The Pyrenees---Southern France

The Pyrenees---Southern France

Tuesday, February 14, 2017

Brevity is Next to Godliness

According to the internet (and we all know that the internet never peddles alternative facts to people and calls them the truth), Johann Wolfgang Goethe wrote a lengthy letter to a friend. He finished it with a PS: "I am very sorry for sending you such a long letter but I did not find enough time to write a shorter one."

Writing succinctly does take more time than meandering all around the story as we beat around the bush, develop diarrhea of the keyboard and beat dead horses. Sometimes, writing even requires--shudder--that we delete some of our work.

Yep. That's right. Sometimes as writers we have to deconstruct. We find ourselves deleting words, lines or (horror!) pages... and it's frustrating.

Now, when I do NaNoWriMo, I try to delete as little as possible. All I'm focused on with NaNo is getting to the 50,000-word finish line.  I know my WIP's a pile of steaming poop, this first draft, and since I already know it's going to need loads of revision, I keep most of the word count intact.

There are times we have to cut a part we find particularly clever:  it doesn't mesh with the rest of the tone.  We have to slash a word here and a few words there, since we're over the word limit. We're gonna have to trash a whole page because the dialogue is deadly dull... and we put our heads in our hands and moan, since that means we're going to have to rewrite it... and it might be the third or fourth crack at that particular scene.


photo by pixabay

I love this construction sign because it makes me think of shoveling "stuff." There are times when I'm writing... and I feel like I have a shovel in my hand instead of a pen. 

What kind of revision tricks do you have up your sleeve?  Shoveling minds want to know...

12 comments:

  1. Replies
    1. MZ--And THAT is why your poems are so brilliant AND so succinct. I'll have to buy myself one of those...

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  2. Reading out loud or reading to someone always helps me revise!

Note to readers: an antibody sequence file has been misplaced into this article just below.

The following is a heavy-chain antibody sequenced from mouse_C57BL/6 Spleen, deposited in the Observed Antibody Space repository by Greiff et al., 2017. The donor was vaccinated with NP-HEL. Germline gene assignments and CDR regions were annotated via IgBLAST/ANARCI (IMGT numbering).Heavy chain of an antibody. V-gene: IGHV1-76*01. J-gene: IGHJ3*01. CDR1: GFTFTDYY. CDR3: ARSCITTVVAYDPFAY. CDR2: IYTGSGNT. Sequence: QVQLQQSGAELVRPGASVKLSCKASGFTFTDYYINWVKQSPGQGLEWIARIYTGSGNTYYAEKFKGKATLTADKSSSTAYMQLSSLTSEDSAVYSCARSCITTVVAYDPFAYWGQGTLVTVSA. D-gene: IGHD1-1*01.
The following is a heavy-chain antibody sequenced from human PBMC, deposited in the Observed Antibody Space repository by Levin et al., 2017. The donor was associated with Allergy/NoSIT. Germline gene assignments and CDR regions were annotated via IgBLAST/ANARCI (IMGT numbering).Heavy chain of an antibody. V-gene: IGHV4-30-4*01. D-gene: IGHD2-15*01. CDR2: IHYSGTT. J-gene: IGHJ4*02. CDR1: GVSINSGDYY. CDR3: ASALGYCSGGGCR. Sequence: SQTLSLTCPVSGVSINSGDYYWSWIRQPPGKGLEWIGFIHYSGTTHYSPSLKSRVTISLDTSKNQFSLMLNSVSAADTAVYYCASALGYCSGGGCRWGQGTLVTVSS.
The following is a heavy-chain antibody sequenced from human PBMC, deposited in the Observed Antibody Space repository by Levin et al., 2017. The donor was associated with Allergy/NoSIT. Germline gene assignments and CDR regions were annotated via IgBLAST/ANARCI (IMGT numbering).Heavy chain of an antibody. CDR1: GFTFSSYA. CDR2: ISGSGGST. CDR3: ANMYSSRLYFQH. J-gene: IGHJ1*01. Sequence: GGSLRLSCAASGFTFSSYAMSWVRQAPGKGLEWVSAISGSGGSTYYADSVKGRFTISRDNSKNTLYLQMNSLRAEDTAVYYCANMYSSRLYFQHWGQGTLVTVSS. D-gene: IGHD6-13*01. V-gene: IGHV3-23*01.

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    Replies
    1. Margo--Reading it aloud DOES help us see problems with the rhythm of the piece, along with missing words and so many other things we need to fix.

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  3. Sorry that I was not the first to comment. I was meandering around a 20-page blog post. I never met a revision that I liked. I have a little problem. But hey! Admitting I have a problem is the first step, right?

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    Replies
    1. Val--Now if only Hick would take that first step...

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  4. Revision tricks, huh? I'm with Val. The trick is getting me to do it. :-)

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    1. Cathy--Yeah, it's so much easier to just let it sit, rather than pick it up and start tearing it apart. But apparently you do--at some point--you DO manage to dabble in the revision process. After all, you're the Queen of the Korean (Children's) Book Market...

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  5. Lately I've been seeing a lot of FB posts where people start writing a book and in a month--ta da!--it's done and they're ready to publish it. Boggles my mind. I can write a first draft fairly quickly, but the revisions? Takes me forever and a day.

    Pat
    www.patwahler.com

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    Replies
    1. Pat--I'm glad I don't do FB. I'd be quite despondent. A book in a month? I wonder how good of a book it is...

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  6. Shoot. Blogger lost my comment. Okay, so...I cut most adverbs and extra adjectives, and by "extra" I mean more than one. If I can't find a single adjective to describe a noun, then I'm not thinking hard enough. One adjective is okay. Multiple adjectives are speed bumps. Although there are excepts to every rule. *sigh*

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    1. Lisa--I hate when that happens. I have to chuckle when I read a story that includes a string of adjectives, such as "He sat down on the lumpy, turquoise armchair, next to the mustard-yellow couch." Somebody told them they should include sensory details. Does the color really matter? Of course not, but that doesn't stop them from including the color of the door, the car, the lollipop, and so on.

      By the way, when you write your book on writing, you can include that "speed bump" metaphor. It's a good one.

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